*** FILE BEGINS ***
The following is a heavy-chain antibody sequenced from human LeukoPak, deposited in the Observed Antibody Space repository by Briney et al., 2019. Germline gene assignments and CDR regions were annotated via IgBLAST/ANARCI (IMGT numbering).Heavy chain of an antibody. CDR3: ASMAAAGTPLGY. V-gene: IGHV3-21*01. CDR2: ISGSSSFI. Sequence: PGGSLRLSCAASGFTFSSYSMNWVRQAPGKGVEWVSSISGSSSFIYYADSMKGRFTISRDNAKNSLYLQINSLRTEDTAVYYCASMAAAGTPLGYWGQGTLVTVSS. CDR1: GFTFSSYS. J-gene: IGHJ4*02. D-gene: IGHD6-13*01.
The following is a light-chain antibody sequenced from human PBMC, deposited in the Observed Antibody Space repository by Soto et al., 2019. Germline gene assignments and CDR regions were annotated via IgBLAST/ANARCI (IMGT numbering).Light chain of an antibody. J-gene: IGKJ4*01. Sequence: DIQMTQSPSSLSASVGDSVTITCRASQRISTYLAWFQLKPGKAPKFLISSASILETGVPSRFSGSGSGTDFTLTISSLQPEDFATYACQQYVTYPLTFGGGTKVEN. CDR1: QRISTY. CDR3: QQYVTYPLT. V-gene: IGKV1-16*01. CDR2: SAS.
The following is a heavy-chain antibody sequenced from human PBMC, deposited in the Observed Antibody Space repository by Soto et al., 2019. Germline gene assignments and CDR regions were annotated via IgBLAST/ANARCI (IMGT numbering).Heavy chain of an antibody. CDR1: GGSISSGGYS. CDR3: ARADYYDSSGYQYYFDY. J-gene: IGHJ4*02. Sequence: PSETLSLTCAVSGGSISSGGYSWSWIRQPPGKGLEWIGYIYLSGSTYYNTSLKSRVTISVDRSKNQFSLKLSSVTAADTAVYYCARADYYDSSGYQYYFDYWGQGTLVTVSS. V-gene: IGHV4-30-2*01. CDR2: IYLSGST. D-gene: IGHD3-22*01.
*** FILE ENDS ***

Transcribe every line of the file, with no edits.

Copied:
The following is a heavy-chain antibody sequenced from human LeukoPak, deposited in the Observed Antibody Space repository by Briney et al., 2019. Germline gene assignments and CDR regions were annotated via IgBLAST/ANARCI (IMGT numbering).Heavy chain of an antibody. CDR3: ASMAAAGTPLGY. V-gene: IGHV3-21*01. CDR2: ISGSSSFI. Sequence: PGGSLRLSCAASGFTFSSYSMNWVRQAPGKGVEWVSSISGSSSFIYYADSMKGRFTISRDNAKNSLYLQINSLRTEDTAVYYCASMAAAGTPLGYWGQGTLVTVSS. CDR1: GFTFSSYS. J-gene: IGHJ4*02. D-gene: IGHD6-13*01.
The following is a light-chain antibody sequenced from human PBMC, deposited in the Observed Antibody Space repository by Soto et al., 2019. Germline gene assignments and CDR regions were annotated via IgBLAST/ANARCI (IMGT numbering).Light chain of an antibody. J-gene: IGKJ4*01. Sequence: DIQMTQSPSSLSASVGDSVTITCRASQRISTYLAWFQLKPGKAPKFLISSASILETGVPSRFSGSGSGTDFTLTISSLQPEDFATYACQQYVTYPLTFGGGTKVEN. CDR1: QRISTY. CDR3: QQYVTYPLT. V-gene: IGKV1-16*01. CDR2: SAS.
The following is a heavy-chain antibody sequenced from human PBMC, deposited in the Observed Antibody Space repository by Soto et al., 2019. Germline gene assignments and CDR regions were annotated via IgBLAST/ANARCI (IMGT numbering).Heavy chain of an antibody. CDR1: GGSISSGGYS. CDR3: ARADYYDSSGYQYYFDY. J-gene: IGHJ4*02. Sequence: PSETLSLTCAVSGGSISSGGYSWSWIRQPPGKGLEWIGYIYLSGSTYYNTSLKSRVTISVDRSKNQFSLKLSSVTAADTAVYYCARADYYDSSGYQYYFDYWGQGTLVTVSS. V-gene: IGHV4-30-2*01. CDR2: IYLSGST. D-gene: IGHD3-22*01.